Growing up in Portland, Ore., in the 1950s the railroad bug bit me early on. I read just about every railroad book in the library and bought a copy of Railroad Magazine or Trains whenever I could afford it. I also wrote to as many railroads as I could, asking for anything they could send me. As a result, I received many timetables, copies of the Association of American Railroads’ Quiz and a few calendars.
All were gratefully received but none so much as the Union Pacific calendar. The scenery was always magnificent and the trains themselves seemed to exude limitless power. Early on I adopted the UP as “my” railroad and would seek out anything and everything I could find about it. I’d write to UP headquarters in Omaha (where my parents were from) every couple of months to see if there was anything new they could send me. They always sent something.
Only a mile from my home was a UP line with a small siding and several industrial leads. A friend and I would ride our bicycles there nearly every day and spend hours either waiting for a train to come by or to watch the local switch job service the industries. We were there so often that a railroad detective noticed us and asked what we were doing. When he discovered that we were enthusiastic railroad fans he told us many interesting facts, train schedules and how to be safe around a railroad.
When I was around 13 years old I again wrote to the Union Pacific and, as only a kid would do, asked if there was any way that I could see some yard operations up close. I didn’t really expect anything but one summer morning the phone rang, my mother answered it and in a somewhat puzzled voice said “Some man at the Union Pacific wants to speak with you.” The call was from an employee at the Union Pacific’s Albina Yard in Portland. He sounded somewhat puzzled, too, and said that he’d received instructions from Headquarters to give me a call and invite me to the yard for a tour and did I want to come? Did I!! I hightailed it to the yard and was given a tour which included the yard, the hump tower and even a look inside the cab of one of the EMD E6A diesel locomotives that pulled the “City of Portland” passenger train. It was quite an exciting day for a young kid.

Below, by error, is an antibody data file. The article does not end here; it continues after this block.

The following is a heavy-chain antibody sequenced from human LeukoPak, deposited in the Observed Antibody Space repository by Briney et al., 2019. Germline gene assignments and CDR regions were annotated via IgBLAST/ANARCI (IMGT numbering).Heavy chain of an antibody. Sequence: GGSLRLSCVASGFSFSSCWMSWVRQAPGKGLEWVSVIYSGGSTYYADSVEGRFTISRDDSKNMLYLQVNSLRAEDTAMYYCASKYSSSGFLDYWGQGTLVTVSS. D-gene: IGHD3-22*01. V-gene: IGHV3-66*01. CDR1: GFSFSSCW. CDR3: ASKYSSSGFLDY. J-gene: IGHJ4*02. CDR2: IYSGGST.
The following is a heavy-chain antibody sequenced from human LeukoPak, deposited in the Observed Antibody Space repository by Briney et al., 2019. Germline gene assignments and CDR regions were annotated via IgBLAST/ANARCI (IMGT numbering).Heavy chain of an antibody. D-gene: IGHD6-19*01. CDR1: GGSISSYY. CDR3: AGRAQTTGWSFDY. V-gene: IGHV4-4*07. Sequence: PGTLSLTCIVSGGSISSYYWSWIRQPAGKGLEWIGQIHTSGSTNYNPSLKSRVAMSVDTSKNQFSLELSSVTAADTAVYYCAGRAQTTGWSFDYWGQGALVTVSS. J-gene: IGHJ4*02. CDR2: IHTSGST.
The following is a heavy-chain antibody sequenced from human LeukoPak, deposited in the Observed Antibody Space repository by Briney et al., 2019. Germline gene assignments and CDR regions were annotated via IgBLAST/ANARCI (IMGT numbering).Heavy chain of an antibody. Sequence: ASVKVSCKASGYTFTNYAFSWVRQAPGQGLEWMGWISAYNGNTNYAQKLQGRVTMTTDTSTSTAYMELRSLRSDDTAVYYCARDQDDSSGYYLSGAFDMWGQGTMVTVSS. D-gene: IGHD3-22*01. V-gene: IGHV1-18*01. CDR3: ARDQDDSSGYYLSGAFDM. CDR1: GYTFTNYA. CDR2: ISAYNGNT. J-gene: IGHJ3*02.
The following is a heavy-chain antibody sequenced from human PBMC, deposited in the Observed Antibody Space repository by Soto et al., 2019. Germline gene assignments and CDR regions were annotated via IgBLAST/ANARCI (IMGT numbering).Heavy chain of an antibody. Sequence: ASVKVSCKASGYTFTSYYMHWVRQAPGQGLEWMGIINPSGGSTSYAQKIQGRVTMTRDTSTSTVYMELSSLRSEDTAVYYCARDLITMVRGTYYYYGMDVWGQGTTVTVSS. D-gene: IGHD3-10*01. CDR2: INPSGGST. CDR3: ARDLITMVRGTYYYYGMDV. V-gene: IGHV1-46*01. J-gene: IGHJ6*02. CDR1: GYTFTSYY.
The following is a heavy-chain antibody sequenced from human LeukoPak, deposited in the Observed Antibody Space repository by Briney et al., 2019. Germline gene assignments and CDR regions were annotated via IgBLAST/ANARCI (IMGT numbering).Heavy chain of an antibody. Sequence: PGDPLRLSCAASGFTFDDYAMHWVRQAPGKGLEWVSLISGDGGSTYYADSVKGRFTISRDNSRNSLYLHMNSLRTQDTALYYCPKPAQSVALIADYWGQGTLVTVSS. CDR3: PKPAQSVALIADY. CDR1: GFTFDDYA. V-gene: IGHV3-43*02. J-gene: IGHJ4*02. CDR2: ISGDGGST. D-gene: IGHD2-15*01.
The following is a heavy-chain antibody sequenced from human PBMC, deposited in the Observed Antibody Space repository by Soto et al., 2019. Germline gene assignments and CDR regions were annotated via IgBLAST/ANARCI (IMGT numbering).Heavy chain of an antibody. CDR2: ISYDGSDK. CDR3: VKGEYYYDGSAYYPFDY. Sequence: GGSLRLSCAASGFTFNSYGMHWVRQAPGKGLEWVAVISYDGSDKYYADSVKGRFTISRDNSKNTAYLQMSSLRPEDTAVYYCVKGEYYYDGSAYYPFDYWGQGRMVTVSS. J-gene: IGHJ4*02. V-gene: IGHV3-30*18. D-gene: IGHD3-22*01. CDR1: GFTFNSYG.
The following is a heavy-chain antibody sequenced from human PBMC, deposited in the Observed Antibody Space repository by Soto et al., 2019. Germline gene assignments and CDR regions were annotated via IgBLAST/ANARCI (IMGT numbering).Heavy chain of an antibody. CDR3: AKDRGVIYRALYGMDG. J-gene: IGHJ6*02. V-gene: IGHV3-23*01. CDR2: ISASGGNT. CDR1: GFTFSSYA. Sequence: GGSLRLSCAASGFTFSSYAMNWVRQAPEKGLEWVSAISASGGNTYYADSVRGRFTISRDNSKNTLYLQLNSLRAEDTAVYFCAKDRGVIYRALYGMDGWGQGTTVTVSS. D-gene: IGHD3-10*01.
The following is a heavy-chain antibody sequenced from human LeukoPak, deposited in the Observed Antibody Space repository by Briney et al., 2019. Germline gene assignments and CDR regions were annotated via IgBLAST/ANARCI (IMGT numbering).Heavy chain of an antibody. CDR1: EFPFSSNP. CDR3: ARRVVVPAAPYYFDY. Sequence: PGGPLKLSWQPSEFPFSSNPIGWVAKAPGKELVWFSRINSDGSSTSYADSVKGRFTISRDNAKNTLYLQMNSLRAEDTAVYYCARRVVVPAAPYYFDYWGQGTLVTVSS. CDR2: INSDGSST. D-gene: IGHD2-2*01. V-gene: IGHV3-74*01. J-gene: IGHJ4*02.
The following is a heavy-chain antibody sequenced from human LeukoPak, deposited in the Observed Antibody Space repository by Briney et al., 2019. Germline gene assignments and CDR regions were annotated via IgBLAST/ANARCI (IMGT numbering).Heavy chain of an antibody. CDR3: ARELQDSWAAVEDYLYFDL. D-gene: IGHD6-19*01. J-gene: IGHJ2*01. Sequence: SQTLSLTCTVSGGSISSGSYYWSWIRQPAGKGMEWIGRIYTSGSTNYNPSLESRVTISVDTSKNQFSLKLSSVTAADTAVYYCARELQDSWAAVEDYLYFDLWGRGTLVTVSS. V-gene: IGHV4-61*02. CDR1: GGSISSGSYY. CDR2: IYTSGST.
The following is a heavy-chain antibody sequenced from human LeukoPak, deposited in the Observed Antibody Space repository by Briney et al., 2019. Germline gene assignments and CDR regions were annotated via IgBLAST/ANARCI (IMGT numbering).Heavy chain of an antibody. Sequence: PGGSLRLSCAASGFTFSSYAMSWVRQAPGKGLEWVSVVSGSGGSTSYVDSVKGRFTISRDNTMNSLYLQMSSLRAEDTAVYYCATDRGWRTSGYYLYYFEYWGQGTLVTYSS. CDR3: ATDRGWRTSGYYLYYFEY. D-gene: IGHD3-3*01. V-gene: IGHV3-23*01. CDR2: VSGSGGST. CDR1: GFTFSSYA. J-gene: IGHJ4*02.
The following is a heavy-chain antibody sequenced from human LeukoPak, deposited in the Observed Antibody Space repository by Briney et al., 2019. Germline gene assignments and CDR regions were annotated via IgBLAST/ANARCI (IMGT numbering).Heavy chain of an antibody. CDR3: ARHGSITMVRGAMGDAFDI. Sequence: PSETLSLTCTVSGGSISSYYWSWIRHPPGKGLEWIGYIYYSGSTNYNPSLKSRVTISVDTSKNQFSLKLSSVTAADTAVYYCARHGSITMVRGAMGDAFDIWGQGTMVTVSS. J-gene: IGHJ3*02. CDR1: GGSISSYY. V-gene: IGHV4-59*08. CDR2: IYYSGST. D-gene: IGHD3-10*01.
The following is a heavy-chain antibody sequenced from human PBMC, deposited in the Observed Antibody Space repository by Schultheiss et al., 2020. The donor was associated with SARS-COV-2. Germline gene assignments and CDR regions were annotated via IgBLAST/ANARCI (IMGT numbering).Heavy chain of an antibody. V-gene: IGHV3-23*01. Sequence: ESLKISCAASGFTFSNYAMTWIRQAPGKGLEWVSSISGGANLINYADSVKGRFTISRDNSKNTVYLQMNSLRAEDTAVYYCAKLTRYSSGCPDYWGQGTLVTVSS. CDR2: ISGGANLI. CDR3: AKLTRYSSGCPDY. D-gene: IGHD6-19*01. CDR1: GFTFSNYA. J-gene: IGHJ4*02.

When I was in the 8th grade, one of our projects was to show how industries served our community. Naturally, I chose to show the work that railroads did, and again wrote to the Union Pacific asking for any materials and statistics they might be able to provide. I promptly received several pieces of information regarding carloadings, industries served, people employed, etc. that enabled me to write a very comprehensive report.
All of these experiences showed me that the Union Pacific Railroad is a company that cares and makes a habit of going the extra mile, both for its customers and its fans, no matter how young they might be. It was my favorite railroad as a kid and remains so to this day.